Adrian D. Land
In his scientific career, Adrian Land has hit all three of the classic academia-government-industry triumvirate. "The problems have changed," says Land, who after completing a Ph.D. and postdoc in microbiology worked at the U.S. Food and Drug Administration (FDA) before moving to regulatory affairs at consumer goods company Procter & Gamble. And "the environment in which I'm going to answer them is a bit different." But, Land continues, "I still see myself as a deeply analytical thinker and a problem solver." All the skills he gained in academia "allowed me to get a fast start in each of my roles, whether I was shifting from academia to government or from government to industry."
Land's current job as a global senior regulatory manager involves figuring out the regulatory landscape for a given market and devising pathways and rules to ensure that his company's R&D, legal, and marketing efforts converge into a compliant product. One of the things he likes best about his current role, he says, is "being able to use my expertise to enable my teams to take the things that they've been working so hard on and go from just ideation to something that is on the shelf, in the stores, on television."
Land spoke with Science Careers about what the day-to-day of his job is like and why it's a good fit for him. The interview has been edited for clarity and brevity.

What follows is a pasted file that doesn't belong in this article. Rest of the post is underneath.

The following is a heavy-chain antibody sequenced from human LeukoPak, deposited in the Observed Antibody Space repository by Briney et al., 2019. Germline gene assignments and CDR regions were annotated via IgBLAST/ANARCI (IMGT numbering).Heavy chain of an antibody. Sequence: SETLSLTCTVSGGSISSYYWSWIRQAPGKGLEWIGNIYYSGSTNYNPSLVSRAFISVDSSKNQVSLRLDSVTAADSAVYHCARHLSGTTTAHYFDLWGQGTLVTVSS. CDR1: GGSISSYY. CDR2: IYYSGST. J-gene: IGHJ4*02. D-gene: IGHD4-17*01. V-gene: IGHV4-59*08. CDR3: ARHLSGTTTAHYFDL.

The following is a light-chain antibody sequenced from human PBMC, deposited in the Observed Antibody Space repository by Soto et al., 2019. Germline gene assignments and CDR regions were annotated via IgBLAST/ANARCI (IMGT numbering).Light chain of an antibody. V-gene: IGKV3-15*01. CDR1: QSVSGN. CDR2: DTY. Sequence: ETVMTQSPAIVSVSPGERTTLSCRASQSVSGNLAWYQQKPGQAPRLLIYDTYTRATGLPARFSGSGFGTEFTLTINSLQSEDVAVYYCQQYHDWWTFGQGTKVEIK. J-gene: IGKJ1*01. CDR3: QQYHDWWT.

Q: What specific tasks does your role involve?
A: I support our beauty care business, and my primary responsibility is to help get new products—which often employ new technologies—to market. So my role often starts with giving my input on developing technologies, and once they reach that stage when they can be developed into a product, I talk to the R&D team to learn more about the chemistry underpinning the technology we would like to market. I also partner with our safety team to ensure that the technology is going to be safe and effective for consumers. Then I work with the legal and marketing teams to see how we are going to develop and market the product, and I give them guidance to ensure that it fits within the expectations for cosmetic products in a given country. Once the product gets closer to market, I am involved in some of the commercial executions, for example helping to shape the language in commercial claims or the artwork and label on the package. Once the product is launched and in stores, the process basically starts over again with the next iteration of the product, or when we want to market it in a new country.
Q: What skills do you use in your job?